Members of the Cyprinid family of carps and minnows are the Cobitids; the loaches. All are from clear, swift streams in primarily Southeast Asia, with a few species in Europe.

First, nomenclature. Cobitidae, which is the family loaches belong to, means 'sardine' in Greek, though as purely freshwater fish and looking nothing like the marine species, who knows why the original descriptor dubbed loaches that. Loaches differ from the barbs and Rasboras by having at least three to six pairs of barbels around a downward-facing mouth, catfish-like. There are 18 genera and roughly 110 species of loach, though only a handful are available in the hobby.

All commonly available loach species have a switchblade-like spine under their eyes. It is used purely for defense; to avoid being eaten. The spines are almost always erected when frightened; for instance by capture at the fish store. Be very careful with netting loaches, as a spine can be caught in the net, and the flesh around it can be easily torn.

Also, all Botia species click; that is, they make sharp clicking noises when food hits the water, they are playing, finding each other in the dark, or someone is in their favorite spot. So don't be surprised if you hear odd clicking noises in the middle of the night. It's just your loaches being themselves. Only the members of the Botiine group click; to my experience other loach species do or can not.

Loaches are not scaless fish; their scales are tiny and closely knit, giving the illusion that they are scaless. That being, they are still highly vulnerable to salt and medication, as they can easily burn the loach's body. No salt should ever be used with loaches, as the 'cure' can be fatal.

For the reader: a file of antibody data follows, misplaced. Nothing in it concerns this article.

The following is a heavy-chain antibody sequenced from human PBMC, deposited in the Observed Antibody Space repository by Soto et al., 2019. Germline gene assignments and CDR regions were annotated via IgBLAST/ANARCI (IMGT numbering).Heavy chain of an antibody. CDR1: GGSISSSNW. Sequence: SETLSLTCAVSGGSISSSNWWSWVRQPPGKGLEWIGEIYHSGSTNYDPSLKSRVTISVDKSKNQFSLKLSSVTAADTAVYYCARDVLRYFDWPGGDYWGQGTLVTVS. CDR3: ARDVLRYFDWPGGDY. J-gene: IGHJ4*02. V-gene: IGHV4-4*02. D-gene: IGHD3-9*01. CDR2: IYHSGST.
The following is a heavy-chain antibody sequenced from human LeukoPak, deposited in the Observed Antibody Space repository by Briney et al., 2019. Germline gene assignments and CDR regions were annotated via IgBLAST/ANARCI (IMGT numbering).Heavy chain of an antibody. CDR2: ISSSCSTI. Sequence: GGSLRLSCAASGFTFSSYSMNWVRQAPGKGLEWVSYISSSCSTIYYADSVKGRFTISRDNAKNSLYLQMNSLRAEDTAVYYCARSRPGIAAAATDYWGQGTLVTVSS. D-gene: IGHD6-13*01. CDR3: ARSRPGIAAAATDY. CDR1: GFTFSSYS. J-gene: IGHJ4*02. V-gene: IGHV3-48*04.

Acclimation should be by the drip bucket method, at least two cycles, as shock because of poor or hurried acclimation often brings on disease.

All loach species in the hobby are benthic fishes, that is, they spend most if not all of the time on the substrate. Some do roam a bit in the bottom third of the tank, most notably the smaller species. However, primarily, as noted by the downward facing bewhiskered mouths, they spend most of the time on the substrate, sifting through it for tidbits.

Now, some species.



Ubiquitous when the word loach is mentioned is Chromobotia macracanthus; the Clown Loach of Myanmar, Sumatra and the Malay Peninsula.

Very common in shops as they are captive bred in Southeast Asia and the Czech Republic via hormone injection, it's their looks that make Clown Loaches popular. A yellow-orange body is bisected by three broad blue-black stripes, the first going through the eyes. In exceptionally well-kept specimens, the pectoral, anal and caudal fins are splashed with blood red.

Though they are popular, few are aware just how large Clown Loaches get. Given the space, which they very much should be, Clown Loaches grow to 16 inches long, and get considerably more bulky as they grow. A 16-inch Clown Loach is a great big fish, and at that size it's easy to pick out the sexes, as the females are truly huge.

How fast do they grow? Properly housed and fed, a Clown Loach can grow up to an inch every six weeks when small (say 1.5 inches). They slow down a bit after they hit six inches, but within two and a half to three years, will be pushing a foot long. Within five or six, they can and will be 16-inches long. Clown Loaches can also live at least 20 years to my knowledge. The size is immaterial; Clown Loaches must have spots in their tanks they can jam in all together. Small and large Clown Loaches get along perfectly, and all will rest together in some tight spot.

Despite the potential for a quite a large size, Clown Loaches don't bother other fishes, unless they are small enough to eat. They are great snail eaters, and a tank with a group of six or more Clown Loaches rarely if ever have snail problems.

Planted tanks with driftwood are perfect for a group of Clown Loaches. At the very least get six of them, with more being better, as Clown Loaches do best in groups no matter their size. Plants in the tanks with a school of large specimens must be deep rooted as they can accidently dig up them up in their foraging. All Clown Loaches will nibble soft-leaved plants.